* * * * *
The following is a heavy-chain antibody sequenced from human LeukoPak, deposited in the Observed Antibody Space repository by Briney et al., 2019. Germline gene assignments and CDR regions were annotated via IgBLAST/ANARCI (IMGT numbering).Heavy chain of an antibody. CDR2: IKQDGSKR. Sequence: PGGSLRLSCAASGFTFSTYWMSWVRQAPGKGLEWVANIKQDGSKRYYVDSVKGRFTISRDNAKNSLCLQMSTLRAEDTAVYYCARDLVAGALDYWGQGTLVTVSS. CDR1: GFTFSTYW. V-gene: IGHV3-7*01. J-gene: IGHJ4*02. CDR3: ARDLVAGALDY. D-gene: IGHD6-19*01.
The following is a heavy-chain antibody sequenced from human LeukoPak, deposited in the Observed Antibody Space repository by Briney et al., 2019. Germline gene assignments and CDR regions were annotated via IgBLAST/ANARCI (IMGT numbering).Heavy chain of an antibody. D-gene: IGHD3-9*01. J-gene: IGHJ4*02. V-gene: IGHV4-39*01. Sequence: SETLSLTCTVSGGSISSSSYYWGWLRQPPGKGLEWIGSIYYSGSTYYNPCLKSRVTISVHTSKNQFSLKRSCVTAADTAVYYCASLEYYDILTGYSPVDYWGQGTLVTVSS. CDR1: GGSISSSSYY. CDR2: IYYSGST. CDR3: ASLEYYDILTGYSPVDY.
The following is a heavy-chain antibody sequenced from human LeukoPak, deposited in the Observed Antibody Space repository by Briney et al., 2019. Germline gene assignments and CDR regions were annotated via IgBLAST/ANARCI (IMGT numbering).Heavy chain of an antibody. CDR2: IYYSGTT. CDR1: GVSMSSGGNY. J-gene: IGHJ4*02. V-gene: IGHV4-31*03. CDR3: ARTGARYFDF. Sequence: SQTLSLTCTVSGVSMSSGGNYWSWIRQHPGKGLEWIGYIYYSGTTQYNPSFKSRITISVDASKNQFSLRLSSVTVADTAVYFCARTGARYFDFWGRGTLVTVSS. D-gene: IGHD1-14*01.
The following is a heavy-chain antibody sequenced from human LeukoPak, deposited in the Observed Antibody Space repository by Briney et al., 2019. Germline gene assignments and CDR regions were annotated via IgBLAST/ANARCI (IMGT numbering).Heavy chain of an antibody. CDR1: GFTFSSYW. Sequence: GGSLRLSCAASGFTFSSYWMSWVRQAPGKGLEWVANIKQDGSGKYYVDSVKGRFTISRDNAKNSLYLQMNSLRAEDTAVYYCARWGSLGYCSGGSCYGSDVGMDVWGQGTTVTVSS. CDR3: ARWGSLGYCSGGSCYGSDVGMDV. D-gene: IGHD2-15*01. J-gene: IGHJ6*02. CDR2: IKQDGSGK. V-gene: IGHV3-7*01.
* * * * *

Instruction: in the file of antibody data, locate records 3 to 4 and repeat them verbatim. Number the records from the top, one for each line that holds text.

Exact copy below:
The following is a heavy-chain antibody sequenced from human LeukoPak, deposited in the Observed Antibody Space repository by Briney et al., 2019. Germline gene assignments and CDR regions were annotated via IgBLAST/ANARCI (IMGT numbering).Heavy chain of an antibody. CDR2: IYYSGTT. CDR1: GVSMSSGGNY. J-gene: IGHJ4*02. V-gene: IGHV4-31*03. CDR3: ARTGARYFDF. Sequence: SQTLSLTCTVSGVSMSSGGNYWSWIRQHPGKGLEWIGYIYYSGTTQYNPSFKSRITISVDASKNQFSLRLSSVTVADTAVYFCARTGARYFDFWGRGTLVTVSS. D-gene: IGHD1-14*01.
The following is a heavy-chain antibody sequenced from human LeukoPak, deposited in the Observed Antibody Space repository by Briney et al., 2019. Germline gene assignments and CDR regions were annotated via IgBLAST/ANARCI (IMGT numbering).Heavy chain of an antibody. CDR1: GFTFSSYW. Sequence: GGSLRLSCAASGFTFSSYWMSWVRQAPGKGLEWVANIKQDGSGKYYVDSVKGRFTISRDNAKNSLYLQMNSLRAEDTAVYYCARWGSLGYCSGGSCYGSDVGMDVWGQGTTVTVSS. CDR3: ARWGSLGYCSGGSCYGSDVGMDV. D-gene: IGHD2-15*01. J-gene: IGHJ6*02. CDR2: IKQDGSGK. V-gene: IGHV3-7*01.